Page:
zabava wrote:Thank you everyone!
I don't know, I'm spending a ridiculous amount of time and energy on my personal statements.
Even for my safety schools, what is they don't accept me because they'll think I'm applying to them as safeties? Whereas if I have a tailored PS for each, then, you know...


Honestly, tailoring your PS for a given school doesn't mean much, because schools know that this is not particularly difficult to do. More often than not, in my experience, the tailoring seems an obstacle to the overall development and flow of a PS. So proceed with some caution there.

On the other hand, it's good you're taking the PS seriously. I don't know why the ridiculous notion that the PS doesn't matter is so prevalent on TLS these days, but the idea needs to die a hasty death.

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Richie Tenenbaum
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Re: Is this a really weak intro?

Postby Richie Tenenbaum » Tue Sep 25, 2012 12:16 am

zabava wrote:Hey guys, I think the whole application process has made me really unsure and doubtful of myself.
On the one hand, this is kinda what I want to say. On the other hand, I feel like this is a ridiculously weak intro. What do you think?

The vague notion that I want to be a lawyer first entered my mind in the polished office of the  smiling woman in a suit who was handling my family's immigration paperwork. I began seriously thinking about my future career path freshman year when I calculated that  I could finish my undergraduate studies a year faster. I was extremely interested in jurisprudence and believed that my critical and detail-oriented personality innately prepared me for the profession. What made up my mind about attending law school was a visit to X Law early sophomore year. After conducting more research, I realized that not only is the profession that I want to pursue, but that X law school, with its excellent program, opportunities and location is the place for me to acquire my education.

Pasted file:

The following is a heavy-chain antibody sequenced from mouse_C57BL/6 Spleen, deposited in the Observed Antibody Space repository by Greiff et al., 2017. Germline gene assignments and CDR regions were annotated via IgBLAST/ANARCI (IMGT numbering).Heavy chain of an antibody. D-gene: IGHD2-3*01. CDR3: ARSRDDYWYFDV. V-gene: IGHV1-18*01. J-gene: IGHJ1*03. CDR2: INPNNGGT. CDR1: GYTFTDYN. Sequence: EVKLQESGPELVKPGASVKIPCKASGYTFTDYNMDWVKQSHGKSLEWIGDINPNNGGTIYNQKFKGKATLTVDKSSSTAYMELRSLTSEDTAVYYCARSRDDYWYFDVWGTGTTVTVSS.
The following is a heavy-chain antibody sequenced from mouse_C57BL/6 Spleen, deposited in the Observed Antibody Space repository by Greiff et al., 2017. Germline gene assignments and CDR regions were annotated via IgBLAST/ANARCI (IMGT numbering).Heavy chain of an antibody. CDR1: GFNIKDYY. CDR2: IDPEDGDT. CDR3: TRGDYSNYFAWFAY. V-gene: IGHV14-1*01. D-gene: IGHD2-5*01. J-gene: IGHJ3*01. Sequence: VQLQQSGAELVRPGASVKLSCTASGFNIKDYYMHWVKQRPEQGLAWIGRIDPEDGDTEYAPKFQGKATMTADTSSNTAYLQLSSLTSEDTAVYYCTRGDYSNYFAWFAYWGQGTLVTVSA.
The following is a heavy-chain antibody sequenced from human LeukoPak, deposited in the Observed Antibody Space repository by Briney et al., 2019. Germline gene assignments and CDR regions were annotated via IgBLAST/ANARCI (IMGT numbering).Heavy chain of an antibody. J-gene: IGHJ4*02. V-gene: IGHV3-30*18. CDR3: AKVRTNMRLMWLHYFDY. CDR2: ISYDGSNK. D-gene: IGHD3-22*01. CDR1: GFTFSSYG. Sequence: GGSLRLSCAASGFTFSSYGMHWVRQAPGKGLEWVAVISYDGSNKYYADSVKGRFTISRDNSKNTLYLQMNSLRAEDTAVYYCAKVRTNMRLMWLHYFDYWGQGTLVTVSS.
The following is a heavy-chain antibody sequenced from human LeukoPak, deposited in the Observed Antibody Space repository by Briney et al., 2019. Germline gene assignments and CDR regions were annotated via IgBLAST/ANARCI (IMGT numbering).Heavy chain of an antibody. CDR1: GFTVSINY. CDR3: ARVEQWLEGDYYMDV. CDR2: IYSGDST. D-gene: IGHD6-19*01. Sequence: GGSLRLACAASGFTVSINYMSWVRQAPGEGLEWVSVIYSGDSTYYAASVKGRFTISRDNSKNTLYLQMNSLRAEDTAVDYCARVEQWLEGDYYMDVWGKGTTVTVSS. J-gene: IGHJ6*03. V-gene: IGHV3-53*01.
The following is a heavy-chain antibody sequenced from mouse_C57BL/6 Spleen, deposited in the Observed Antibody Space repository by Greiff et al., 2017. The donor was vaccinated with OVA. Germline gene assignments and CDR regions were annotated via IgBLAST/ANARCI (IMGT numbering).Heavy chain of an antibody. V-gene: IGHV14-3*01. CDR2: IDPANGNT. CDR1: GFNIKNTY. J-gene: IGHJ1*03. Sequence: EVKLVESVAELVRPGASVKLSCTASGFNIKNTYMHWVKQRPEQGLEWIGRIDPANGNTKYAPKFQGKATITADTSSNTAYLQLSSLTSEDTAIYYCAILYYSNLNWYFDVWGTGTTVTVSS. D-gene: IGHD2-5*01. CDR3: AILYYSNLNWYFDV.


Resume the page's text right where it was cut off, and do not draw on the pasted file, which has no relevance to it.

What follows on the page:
This is a bit of a mess. How you might change things up:


My first time meeting a lawyer was also where my interest in law begin. The lawyer was [an immigration attorney?], and with her help my family [became U.S. citizens?]. [Add backstory about where your family is from and how that has influenced you as a person. Also, if applicable, tie this into how you are possibly interested in a career in immigration law.]


Please do not include anything from below:
I began seriously thinking about my future career path freshman year when I calculated that I could finish my undergraduate studies a year faster. I was extremely interested in jurisprudence and believed that my critical and detail-oriented personality innately prepared me for the profession. What made up my mind about attending law school was a visit to X Law early sophomore year. After conducting more research, I realized that not only is the profession that I want to pursue, but that X law school, with its excellent program, opportunities and location is the place for me to acquire my education.


Why this isn't good for a PS:
1) The first sentence is useless. Why should an adcomm care that you were planning ahead as a freshman? Plenty of people do this and it doesn't create any sort of storyline or message about you.
2) The second sentence seems a bit odd. Jurisprudence is essentially legal philosophy. Most practicing attorneys have very little interest in reading stuff written by Hart or Dworkin. Maybe you just used the wrong word? Even if you replaced "jurisprudence" with "law," there is no storyline or message guiding this whatsoever. So what if you're critical and detail-oriented? Saying that means very little. If you have a story (or stories) that show this, then by all means focus your personal statement around that. But just claiming to be certain things is not helpful whatsoever. I'm brilliant, charming, and loveable. Did me saying that convince you of any of those things? It shouldn't because I haven't done a good job of painting a story that shows how I am those things, rather than just claiming that I am.
3) The last two sentences are unhelpful. What was "more research?" What programs about X law school? What about the location? You also portray yourself as a bit too confident as a sophomore to only be decided that law is the right career for you, but X school is perfect for you--especially since it appears you made this decision based on one law school visit (which doesn't really tell you anything about what being a lawyer is like) and some vague research. You're better off just leaving this out if that is really the extent of why you thought law was a good career fit. You don't have too answer "Why Law?" in your personal statement.